(Mr Marshall) No; clearly it has suffered over the last day or two in response to the press speculation. The reaction following our interim results was fairly restrained. The market, at this stage, I would suggest to you, is looking to see the regulatory review being concluded and, like the travelling public and everybody else, also looking to see evidence that the recovery plan is completed on a timely basis.


  564. Have you talked to your shareholders, your large shareholders?
  (Mr Marshall) Yes, of course.

  565. And what was their reaction to your appointment, if they are really genuinely worried about the sort of publicity that the company is getting?
  (Mr Marshall) The principal concern at this stage was precisely Mr Donohoe's early question, which is to what extent the Government, or the SRA, were indeed rumoured to be reviewing Railtrack; that is the concern.

Mr Donohoe

  566. What would be the option, Mr Marshall, that the Government could take, I am sure, that when making this massive investment over the next ten years they take some interest in your company? What is Railtrack's opinion of that; do you believe that that would be legitimate for the Government to consider?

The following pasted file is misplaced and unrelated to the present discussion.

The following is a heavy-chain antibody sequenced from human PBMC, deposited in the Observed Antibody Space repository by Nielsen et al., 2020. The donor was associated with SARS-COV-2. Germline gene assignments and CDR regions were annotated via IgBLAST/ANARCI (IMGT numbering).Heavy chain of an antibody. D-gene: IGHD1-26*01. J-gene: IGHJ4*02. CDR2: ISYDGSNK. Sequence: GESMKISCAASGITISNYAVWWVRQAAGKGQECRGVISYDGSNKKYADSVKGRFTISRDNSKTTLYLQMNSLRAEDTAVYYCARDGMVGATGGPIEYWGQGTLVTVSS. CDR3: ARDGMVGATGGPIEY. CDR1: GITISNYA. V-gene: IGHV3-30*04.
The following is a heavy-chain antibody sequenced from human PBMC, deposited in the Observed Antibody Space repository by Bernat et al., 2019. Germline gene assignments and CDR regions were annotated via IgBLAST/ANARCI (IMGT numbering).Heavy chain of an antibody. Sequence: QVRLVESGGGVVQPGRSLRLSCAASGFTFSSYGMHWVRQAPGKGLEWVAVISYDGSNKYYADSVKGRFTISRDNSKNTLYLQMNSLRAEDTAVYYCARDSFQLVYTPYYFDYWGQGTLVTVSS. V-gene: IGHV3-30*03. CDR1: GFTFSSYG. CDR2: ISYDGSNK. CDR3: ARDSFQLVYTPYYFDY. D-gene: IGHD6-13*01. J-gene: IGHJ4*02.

(Mr Marshall) It is legitimate for the Government to consider any financing alternatives that it wishes to. But if I could respond to your question in another way, at the end of the day, we need to step back and think about what is happening in terms of the financing arrangements for Railtrack. The reality is that the Regulator has moved considerably in the current periodic review, but Railtrack is investing the totality of what the Regulator is providing us and also has to borrow to invest a great deal more; that is the reality. So Railtrack is investing the funds it is getting from the state, and needs in public markets to add to that a great deal more to do what is required to upgrade the network.

  567. But the difference is that the private money that you key in comes in on the basis of a return; what is it, in your opinion, that the Government gets in return?
  (Mr Marshall) What the Government gets is transfer of risk, because at the end of the day the risk, on the enhancement programme, and in raising the extra money that Railtrack has to raise on its balance sheet, is borne by the private investors, both debt and equity. That does relieve the state of the need to provide all of the financing that Railtrack requires.

  568. But it would not make any difference at all if the Government were to suggest that they were giving money on the basis of a bond, or on the basis of some form of interest, would it; they could do that?